Federica Mogherini, the High Representative, ‘foreign minister’ of the EU, meeting the member state Ministers at Luxembourg on the weekend said it was time to wind up the equivocation and disputes about whether or not to take in refugees, and work on arrangements for handling the problem.
After all the EU has a treaty mandating what all have agreed on, for member governments to register asylum seekers on first arrival; something breached in the rush of the recent days.
“It is time for the blame game to end, it is time to turn decisions into action, as Europeans together”, she said.
The European Commission, and the government of Germany as the main safe haven, taking possibly 750 000 in a two-year span, now demand a settlement where all EU governments accept a quota for asylum.
They’re pointing out that the decision to open the frontiers can hardly last; if 100 000 come in the present emergency, at least 100 000 are likely to follow.
TOUGH POLITICS OF IMMIGRATION
It cannot be easy.
The crowds on the march present a clear image of despair, and also raise some confronting problems, like, unquestionably to many Europeans watching their evening television, the ‘boys’. Large groups of aggressive young men of military age, at least not fighting for terrorists or the Assad regime, insist on going to Germany or nowhere; as if:- “When you cannot stay there, you must go to live in the richest country”. Huddled masses, seen also storming police lines and chanting their demands.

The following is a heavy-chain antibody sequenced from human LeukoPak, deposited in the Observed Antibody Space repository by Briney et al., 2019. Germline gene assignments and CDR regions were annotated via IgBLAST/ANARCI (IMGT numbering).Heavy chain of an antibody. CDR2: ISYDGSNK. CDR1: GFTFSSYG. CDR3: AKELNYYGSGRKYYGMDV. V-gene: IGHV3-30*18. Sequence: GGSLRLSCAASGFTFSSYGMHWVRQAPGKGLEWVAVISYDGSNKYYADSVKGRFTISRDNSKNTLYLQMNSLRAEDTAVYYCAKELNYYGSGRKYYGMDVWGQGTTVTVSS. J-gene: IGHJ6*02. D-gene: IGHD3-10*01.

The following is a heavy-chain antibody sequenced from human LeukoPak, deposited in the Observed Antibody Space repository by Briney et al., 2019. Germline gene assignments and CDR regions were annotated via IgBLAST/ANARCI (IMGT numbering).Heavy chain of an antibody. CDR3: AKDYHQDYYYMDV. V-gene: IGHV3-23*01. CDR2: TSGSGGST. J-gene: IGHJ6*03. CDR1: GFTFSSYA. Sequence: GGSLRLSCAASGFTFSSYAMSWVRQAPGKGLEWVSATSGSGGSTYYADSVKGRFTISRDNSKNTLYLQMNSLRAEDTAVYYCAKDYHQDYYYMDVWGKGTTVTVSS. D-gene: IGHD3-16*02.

Plain to see, immigration can blow up as a fraught issue very dangerous for politicians.
Viktor Orban, Prime Minister of Hungary, anti-immigration himself, knows his conservative electorate, lining up with his counterparts in Poland, Slovakia and the Czech Republic to refuse any settlement of arriving refugees.
“They want to go to Germany”, he shrugs.
His officials have managed the new-arrivals in curious ways, trying to keep them out, then when they arrive, trying to get them into crowded camps, not letting them go on to Austria. That might have been an attempt to honour the EU obligation to register arrivals, but by September 2015 the numbers had got out of hand – at the frontier, in the railway stations, along the highways leading to the ‘West’.
So the waves of marchers were set free to go; reporters along the highway saw them encountering local citizens, some giving food and water, others jeering to hurry them along.
SETTLEMENT IN AUSTRALIA?
In Australia, Prime Minister Tony Abbott began his week urging European leaders to take a leaf out of his own book and “stop the boats”; asylum seekers arriving independently, on leaky boats, are automatically denied any entry and sent to holding camps in Nauru or Papua New Guinea.
Night protest vigils had been building up in support of a compassionate response.
The government determined to make a show, despatching a Minister to Geneva to see the United Nations about taking in possibly 10 000 of the Syrian refugees – but only within its present refugee quota.
The Labor Opposition said the government response was belated, demanding that it “step up” to double the year’s intake to 27 000.
Behind its blind spot of rejecting all ‘boat people’, Australia supports ‘orderly’ intake from camps, claiming the highest per capita intake of refugees for settlement.
Government leaders have begun talking about privileging access for Christians fleeing the persecutions in the Middle East, (a possible sop to ‘anti-migrants’ among government supporters, as a dog-whistle for rejection of Moslems).
In other shifts, the United Kingdom government, ambivalent like Hungary in its commitment to the EU, has budged on refugee intake, saying it’ll accept 10000 from the current wave.
*Interviewed in Duffield L (2009), Berlin Wall in the News, Saarbrucken, VDM: 142
Pictures Wikipedia, Al Jazeera TV, EU